Librarians are heroes!

Librarians are often considered nerdy, anti-social, not very much fun, and slightly quirky. These stereotypes may be true for some librarians, but it doesn’t accurately demonstrate how smart and technologically sophisticated librarians are.  Indeed, while they often look like they are simply putting in key words, it is important not to forget they have also sorted those keywords, attached them to the document through the library database, and indexed many different types of information for our benefit. The “background” work they have done and their knowledge about different ways to search and what key words might be helpful is invaluable.

Let’s take the scenarios described in Cameron Blevins’ Topic Modeling Martha Ballard’s Diary as our example. Blevin’s provides a simple example, explaining that searching for “God” does not bring up words that effectively mean “God” but are different. He gives the example of “Author of all my Mercies” also meaning “God”, but in a more descriptive way. Sarahmcole and I have a conversation about this notion, where sarahmcole agrees with the author about the limited nature of the search function and I agree with them both, but ask how we are supposed to know our search is missing vital key words if we are solely relying on “big data” and data mining. The system is even more difficult when cultural differences are involved, such that “God” means something else or is described differently.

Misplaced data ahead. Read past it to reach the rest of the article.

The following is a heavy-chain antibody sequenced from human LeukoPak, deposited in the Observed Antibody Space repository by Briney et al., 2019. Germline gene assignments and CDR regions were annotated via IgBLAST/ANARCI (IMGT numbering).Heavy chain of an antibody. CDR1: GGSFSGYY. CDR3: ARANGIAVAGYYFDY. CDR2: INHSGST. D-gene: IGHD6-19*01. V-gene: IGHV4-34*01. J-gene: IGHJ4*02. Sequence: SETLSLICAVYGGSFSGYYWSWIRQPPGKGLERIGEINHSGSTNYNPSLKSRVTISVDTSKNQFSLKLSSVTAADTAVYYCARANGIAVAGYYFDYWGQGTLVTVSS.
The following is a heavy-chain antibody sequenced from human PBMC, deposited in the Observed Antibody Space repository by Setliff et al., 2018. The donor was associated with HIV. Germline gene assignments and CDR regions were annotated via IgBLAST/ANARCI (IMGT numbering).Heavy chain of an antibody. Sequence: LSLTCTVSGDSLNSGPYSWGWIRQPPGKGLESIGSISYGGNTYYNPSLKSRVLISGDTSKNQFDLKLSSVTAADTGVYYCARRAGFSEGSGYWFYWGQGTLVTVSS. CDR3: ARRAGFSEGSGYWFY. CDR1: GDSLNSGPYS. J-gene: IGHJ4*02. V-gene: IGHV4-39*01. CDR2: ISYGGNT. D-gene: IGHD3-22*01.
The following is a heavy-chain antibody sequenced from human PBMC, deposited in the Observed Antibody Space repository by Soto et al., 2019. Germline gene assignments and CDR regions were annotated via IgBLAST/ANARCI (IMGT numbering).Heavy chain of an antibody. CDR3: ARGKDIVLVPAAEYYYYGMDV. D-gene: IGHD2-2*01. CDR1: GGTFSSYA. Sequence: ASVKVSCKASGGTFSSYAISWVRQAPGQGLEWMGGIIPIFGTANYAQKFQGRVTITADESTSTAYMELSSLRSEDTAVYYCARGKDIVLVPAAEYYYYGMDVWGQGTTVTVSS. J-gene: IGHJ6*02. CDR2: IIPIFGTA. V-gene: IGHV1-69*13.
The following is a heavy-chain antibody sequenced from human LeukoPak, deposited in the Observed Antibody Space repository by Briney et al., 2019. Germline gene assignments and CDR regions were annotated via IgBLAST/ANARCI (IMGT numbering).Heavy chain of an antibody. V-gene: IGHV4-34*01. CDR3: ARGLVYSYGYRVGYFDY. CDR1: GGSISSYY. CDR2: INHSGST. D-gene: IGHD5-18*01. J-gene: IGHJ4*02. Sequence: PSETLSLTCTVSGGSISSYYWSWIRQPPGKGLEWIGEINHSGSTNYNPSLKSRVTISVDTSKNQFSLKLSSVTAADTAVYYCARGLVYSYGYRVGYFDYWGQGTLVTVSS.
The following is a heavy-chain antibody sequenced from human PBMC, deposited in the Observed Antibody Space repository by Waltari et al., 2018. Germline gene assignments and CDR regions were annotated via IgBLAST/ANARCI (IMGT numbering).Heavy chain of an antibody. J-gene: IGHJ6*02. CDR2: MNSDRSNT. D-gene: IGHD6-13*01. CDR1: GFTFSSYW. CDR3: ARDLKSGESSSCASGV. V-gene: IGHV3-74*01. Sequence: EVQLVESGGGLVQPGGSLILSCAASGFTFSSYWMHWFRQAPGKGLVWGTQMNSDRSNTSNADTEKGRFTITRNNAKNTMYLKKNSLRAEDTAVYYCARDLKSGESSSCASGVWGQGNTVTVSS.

I suspect this is where people trained in this task come in: Librarians. This is especially true at a university or archive where the librarians are more likely to be specialised or experts in their particular field. Having a greater knowledge of the subject area than ourselves, they can suggest alternative key terms to broaden our search.